The Truth About Leaky Pipelines
There is a lot of animosity toward pipelines lately, and not just in the United States. Canada is fighting its own battle against new midstream infrastructure. In the case of both TransCanada's Keystone XL and Enbridge's (NYSE: ENB) Northern Gateway, citizens on both sides of the border are up in arms about the environmental risks of developing Alberta's oil sands and the potential catastrophes associated with a pipeline leak. I'm not going to touch the oil sands fiasco today, but I do want to break down pipeline spills. When it comes down to it, how often do our pipelines really leak?
Ripped from the headlines
To gain a familiar understanding of what entails a pipeline leak or spill, let's take a look at a few incidents that have occurred over the past few months:
NuStar Energy (NYSE: NS)
NuStar discovered a leak in one of its South Dakota diesel pipelines during the last week of February. The company shut down the pipeline and worked to contain the leak. The company's estimates for the spill ballparked the amount spilled at less than 500 barrels of diesel.
Royal Dutch Shell (NYSE: RDS-B)
Shell's problems in Nigeria continue. In early January, the company reported a second leak in as many weeks on its Nembe Creek pipeline. The company is unclear about just how much oil spilled, but announced it had recovered more than 200 barrels. Upon hearing the news, cynics everywhere rejoiced, "Good on you, Shell!"
The government said the leak was caused by thieves. A few days prior to that leak, one of Shell's pipelines off the shore of Nigeria ruptured, spilling 40,000 barrels into the Atlantic Ocean.
Last week, an Enbridge pipeline burst when two vehicles crashed through a chain-link fence and into an aboveground section of pipeline. The incident serves as a reminder that a variety of factors can contribute to pipeline leaks, and even the most fastidious of maintenance programs cannot prevent disaster. The spill leaked an estimated 476 barrels of oil, or 20,000 gallons.
The leak is more of the same for Enbridge, which is still working with the EPA to clean up more than 1.1 million gallons of oil from a spill in Michigan from 2010 -- all while trying to gain approval in Canada for its Northern Gateway pipeline project.
As we all know, what shows up in the media is not necessarily representative of the situation at large. For a clearer picture, we turn to the Pipeline & Hazardous Materials Safety Administration.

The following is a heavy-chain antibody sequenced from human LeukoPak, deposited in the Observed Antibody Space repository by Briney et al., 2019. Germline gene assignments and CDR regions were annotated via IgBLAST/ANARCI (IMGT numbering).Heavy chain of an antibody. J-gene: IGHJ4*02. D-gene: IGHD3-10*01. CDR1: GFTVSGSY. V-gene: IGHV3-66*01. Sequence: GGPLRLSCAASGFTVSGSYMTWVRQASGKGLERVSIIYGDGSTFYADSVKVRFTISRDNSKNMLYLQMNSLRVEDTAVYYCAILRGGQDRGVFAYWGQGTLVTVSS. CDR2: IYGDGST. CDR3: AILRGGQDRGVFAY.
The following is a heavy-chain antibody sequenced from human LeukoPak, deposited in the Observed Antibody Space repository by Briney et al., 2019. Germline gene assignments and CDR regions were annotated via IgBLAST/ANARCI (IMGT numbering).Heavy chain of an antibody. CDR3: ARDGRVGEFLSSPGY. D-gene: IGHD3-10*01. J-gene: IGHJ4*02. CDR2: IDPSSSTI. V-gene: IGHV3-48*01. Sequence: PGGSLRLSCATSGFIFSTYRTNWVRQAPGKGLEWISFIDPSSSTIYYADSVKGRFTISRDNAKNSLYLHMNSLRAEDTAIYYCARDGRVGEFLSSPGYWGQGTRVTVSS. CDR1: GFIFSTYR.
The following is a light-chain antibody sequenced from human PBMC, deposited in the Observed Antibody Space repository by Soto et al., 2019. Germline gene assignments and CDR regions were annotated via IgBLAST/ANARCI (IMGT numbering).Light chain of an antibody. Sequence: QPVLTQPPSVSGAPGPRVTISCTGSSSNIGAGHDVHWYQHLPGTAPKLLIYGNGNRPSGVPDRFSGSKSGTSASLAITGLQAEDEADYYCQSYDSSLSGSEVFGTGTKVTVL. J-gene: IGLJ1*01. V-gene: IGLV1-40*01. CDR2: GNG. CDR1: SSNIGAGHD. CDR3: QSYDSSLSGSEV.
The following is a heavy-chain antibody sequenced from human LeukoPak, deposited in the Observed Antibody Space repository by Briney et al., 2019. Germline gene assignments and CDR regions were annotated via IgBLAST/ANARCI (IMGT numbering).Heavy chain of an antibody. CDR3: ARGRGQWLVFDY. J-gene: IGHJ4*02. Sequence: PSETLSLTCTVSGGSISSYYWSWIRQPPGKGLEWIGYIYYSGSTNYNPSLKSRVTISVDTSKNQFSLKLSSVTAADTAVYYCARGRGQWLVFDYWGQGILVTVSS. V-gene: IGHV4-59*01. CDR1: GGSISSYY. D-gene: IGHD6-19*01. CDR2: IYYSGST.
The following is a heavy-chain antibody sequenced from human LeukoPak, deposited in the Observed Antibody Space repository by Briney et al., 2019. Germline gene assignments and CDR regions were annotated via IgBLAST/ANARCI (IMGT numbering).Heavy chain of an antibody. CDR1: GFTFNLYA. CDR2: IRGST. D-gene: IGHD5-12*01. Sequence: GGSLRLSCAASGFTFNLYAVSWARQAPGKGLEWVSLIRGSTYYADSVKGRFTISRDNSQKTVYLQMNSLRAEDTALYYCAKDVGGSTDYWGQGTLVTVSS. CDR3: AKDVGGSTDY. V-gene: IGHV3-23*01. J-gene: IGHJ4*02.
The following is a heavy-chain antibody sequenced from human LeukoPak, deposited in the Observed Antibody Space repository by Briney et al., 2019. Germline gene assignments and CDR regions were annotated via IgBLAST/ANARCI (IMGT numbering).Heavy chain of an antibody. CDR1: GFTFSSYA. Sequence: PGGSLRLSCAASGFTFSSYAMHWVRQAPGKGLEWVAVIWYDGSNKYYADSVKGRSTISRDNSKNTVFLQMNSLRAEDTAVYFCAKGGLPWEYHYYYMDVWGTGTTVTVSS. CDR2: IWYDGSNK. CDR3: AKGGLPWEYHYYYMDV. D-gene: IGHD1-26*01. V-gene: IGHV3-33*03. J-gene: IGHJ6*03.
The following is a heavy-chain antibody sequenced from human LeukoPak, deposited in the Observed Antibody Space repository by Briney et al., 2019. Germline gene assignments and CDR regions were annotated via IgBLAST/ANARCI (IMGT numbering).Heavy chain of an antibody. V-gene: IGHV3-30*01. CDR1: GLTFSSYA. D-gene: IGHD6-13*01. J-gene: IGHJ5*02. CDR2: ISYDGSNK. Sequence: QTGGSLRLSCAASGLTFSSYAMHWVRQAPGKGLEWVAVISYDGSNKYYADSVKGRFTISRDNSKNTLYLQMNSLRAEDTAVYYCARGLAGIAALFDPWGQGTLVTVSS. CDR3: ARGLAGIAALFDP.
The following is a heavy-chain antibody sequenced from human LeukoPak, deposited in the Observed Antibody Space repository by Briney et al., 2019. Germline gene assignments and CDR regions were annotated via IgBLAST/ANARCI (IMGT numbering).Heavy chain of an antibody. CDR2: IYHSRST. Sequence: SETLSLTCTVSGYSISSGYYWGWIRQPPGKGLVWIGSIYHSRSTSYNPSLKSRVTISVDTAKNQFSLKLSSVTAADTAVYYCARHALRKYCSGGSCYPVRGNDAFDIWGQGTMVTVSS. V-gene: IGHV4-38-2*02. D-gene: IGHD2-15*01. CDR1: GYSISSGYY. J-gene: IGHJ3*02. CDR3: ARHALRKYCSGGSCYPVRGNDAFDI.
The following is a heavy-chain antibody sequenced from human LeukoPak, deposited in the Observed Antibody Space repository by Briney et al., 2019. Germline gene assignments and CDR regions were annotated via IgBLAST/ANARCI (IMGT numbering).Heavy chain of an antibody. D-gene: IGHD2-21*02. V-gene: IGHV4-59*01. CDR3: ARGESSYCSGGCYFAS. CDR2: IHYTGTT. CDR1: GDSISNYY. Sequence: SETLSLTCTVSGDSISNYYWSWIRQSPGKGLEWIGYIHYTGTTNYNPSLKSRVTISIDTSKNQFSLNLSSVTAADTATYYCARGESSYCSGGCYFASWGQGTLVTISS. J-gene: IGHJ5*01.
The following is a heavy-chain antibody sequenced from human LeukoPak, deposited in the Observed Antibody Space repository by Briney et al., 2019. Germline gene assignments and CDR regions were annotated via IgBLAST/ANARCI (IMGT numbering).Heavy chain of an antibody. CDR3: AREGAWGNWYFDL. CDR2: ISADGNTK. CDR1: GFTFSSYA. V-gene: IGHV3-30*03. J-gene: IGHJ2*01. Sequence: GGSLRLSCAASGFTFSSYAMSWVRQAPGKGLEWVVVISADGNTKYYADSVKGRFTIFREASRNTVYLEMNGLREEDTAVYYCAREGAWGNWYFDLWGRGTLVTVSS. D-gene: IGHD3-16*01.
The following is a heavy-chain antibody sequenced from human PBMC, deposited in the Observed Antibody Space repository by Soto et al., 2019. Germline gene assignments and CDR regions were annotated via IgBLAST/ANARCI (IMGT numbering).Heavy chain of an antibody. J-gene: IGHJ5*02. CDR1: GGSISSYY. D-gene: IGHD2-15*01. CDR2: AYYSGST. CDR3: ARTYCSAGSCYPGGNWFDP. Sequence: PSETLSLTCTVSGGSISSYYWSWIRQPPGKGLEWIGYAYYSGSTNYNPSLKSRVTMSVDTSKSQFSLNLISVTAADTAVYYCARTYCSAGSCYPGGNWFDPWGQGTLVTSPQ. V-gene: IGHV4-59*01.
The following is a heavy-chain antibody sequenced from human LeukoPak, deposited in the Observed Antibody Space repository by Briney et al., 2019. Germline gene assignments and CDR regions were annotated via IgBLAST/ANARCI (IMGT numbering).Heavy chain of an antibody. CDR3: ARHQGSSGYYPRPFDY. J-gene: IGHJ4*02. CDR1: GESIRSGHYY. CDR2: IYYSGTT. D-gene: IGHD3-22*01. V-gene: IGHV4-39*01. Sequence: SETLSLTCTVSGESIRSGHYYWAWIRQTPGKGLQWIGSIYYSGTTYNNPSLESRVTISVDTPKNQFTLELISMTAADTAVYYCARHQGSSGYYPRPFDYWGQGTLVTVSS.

This subdivision of the U.S. Department of Transportation is responsible for "ensuring safe, reliable, and environmentally sound operations" of our domestic pipeline system. It operates completely independently from FERC, the body that regulates pipeline markets and rates of transmission.
According to the PHMSA, there were 603 reported pipeline incidents last year, resulting in 17 deaths, 70 injuries, and just shy of $326 million in property damage. Approximately 139,000 barrels of hazardous liquid spilled over the course of the year.
Over the course of the last five years, those numbers are more or less average. If you go back a little further, the number of incidents has increased over the last 10 years, though the statistics for all other categories remain essentially the same.
An imperfect system
The pipeline incident numbers aren't the stuff nightmares are made of, but what is incredibly concerning is that our infrastructure is aging, and the oversight, by both operator and government, is minimal at best.
Of the 2.6 million miles of pipeline that crisscross the U.S., most carry natural gas -- and these pipelines are no spring chickens. More than 60% of natural gas lines were laid before 1970, while 37% are from the 1950s or earlier. The steel pipes are safe as long as they are inspected and maintained regularly. Unfortunately, that is not always the case.
The city of San Francisco is suing the PHMSA for doing an inadequate job enforcing the federal Pipeline Safety Act. The suit is part of the fallout over a 2010 accident in California, where a PG&E pipeline exploded and killed eight people and incinerated nearby houses. San Francisco's lawsuit follows a report by the National Transportation Safety Board that faulted the agency for having blind faith in pipeline operators and failing to identify and correct problems at PG&E for decades.
The accident occurred because welding defects weakened the pipeline's constitution, but by most accounts, PG&E and the federal government are both to blame for improper oversight.
Our midstream infrastructure is only going to grow in the coming years. The consulting firm ICF recently estimated that we will need to add more than 43 billion cubic feet of capacity to our midstream network in the next 25 years, at a cost of roughly $5.7 billion annually. If you'd like to count gathering and processing systems in that total (and who wouldn't), you can add $2.6 billion a year on top of that number. If we want to reduce pipeline incidents and related injuries in the future, we must improve both our infrastructure and our commitment to operational safety.
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